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Earth from Space

Betsiboka Estuary, Madagascar

IMAGE:  Betsiboka Estuary, Madagascar

High-resolution image (520 Kb)

The Betsiboka Estuary on the northwest coast of Madagascar is the mouth of Madagascar's largest river and one of the world's fast-changing coastlines. Nearly a century of extensive logging of Madagascar's rainforests and coastal mangroves has resulted in nearly complete clearing of the land and fantastic rates of erosion. After every heavy rain, the bright red soils are washed from the hillsides into the streams and rivers to the coast. Astronauts describe their view of Madagascar as "bleeding into the ocean". One impact of the extensive 20th century erosion is the filling and clogging of coastal waterways with sediment - a process that is well illustrated in the Betsiboka Estuary. In fact, ocean-going ships were once able to travel up the Betsiboka Estuary, but must now berth at the coast.

A bad situation is made worse when tropical storms bring severe rainfall, greatly accelerating the rates of erosion. As illustrated in the top image, astronauts aboard the International Space Station documented widespread flooding and a massive red sediment plume flowing into the Bestiboka Estuary and the ocean in the wake of Tropical Cyclone Gafilo that hit northern Madagascar on March 7-8, 2004. The bottom image, a comparative image taken in September 2003, shows normal water levels in the estuary.

Despite the heavy coastal flooding in the top image, new coastal developments can be seen. The Mahajanga Aquaculture Development Project, a joint venture between Madagascar and the Japan International Cooperative Agency, strings along the coastal region at the mouth of the estuary. This project is a shrimp farm and was developed in 1999. Successive images taken by astronauts show increasing numbers of ponds constructed between 2000 and the present. Coastal aquaculture projects are frequently controversial, pitting the protection and viability of coastal ecosystems, especially rapidly disappearing mangroves environments, against badly needed industry in developing countries.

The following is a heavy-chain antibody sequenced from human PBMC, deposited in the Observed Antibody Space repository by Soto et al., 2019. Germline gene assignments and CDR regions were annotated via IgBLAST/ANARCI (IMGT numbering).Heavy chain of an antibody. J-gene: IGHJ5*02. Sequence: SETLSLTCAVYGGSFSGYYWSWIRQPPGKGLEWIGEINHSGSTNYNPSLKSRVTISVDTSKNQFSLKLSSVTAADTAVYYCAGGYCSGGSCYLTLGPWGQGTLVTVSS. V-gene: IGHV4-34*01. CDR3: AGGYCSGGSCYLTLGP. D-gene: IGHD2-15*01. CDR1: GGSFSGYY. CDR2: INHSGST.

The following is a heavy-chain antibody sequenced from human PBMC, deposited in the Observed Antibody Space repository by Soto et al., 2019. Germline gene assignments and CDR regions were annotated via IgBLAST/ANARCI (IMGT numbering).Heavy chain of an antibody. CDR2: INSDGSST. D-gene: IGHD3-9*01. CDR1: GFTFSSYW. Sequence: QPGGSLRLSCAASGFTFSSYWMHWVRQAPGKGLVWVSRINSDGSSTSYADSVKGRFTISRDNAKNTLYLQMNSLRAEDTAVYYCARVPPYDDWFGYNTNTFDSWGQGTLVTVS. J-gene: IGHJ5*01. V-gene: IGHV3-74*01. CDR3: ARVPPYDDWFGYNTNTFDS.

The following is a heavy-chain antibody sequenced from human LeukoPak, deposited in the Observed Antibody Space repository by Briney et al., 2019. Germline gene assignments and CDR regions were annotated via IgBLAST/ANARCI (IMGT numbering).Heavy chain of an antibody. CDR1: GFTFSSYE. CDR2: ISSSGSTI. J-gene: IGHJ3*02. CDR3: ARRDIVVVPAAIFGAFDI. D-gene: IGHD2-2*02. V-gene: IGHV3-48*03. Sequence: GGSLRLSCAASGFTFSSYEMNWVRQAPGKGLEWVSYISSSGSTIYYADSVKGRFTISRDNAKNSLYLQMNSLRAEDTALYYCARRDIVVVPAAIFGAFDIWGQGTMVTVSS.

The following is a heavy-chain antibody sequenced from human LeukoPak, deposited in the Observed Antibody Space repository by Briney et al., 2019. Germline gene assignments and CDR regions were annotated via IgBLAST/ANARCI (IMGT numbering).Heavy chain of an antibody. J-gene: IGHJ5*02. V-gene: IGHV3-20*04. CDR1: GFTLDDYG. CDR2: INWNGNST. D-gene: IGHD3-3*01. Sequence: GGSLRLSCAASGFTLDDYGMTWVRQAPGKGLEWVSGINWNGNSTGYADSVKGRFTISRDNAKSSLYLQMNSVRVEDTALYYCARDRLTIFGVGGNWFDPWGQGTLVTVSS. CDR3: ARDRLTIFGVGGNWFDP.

Astronaut photographs ISS008-E-19233 and ISS008-E-19236 were provided by the Earth Sciences and Image Analysis Laboratory at Johnson Space Center. The International Space Station Program supports the laboratory to help astronauts take pictures of Earth that will be of the greatest value to scientists and the public, and to make those images freely available on the Internet. Additional images taken by astronauts and cosmonauts can be viewed at the NASA/JSC Gateway to Astronaut Photography of Earth.

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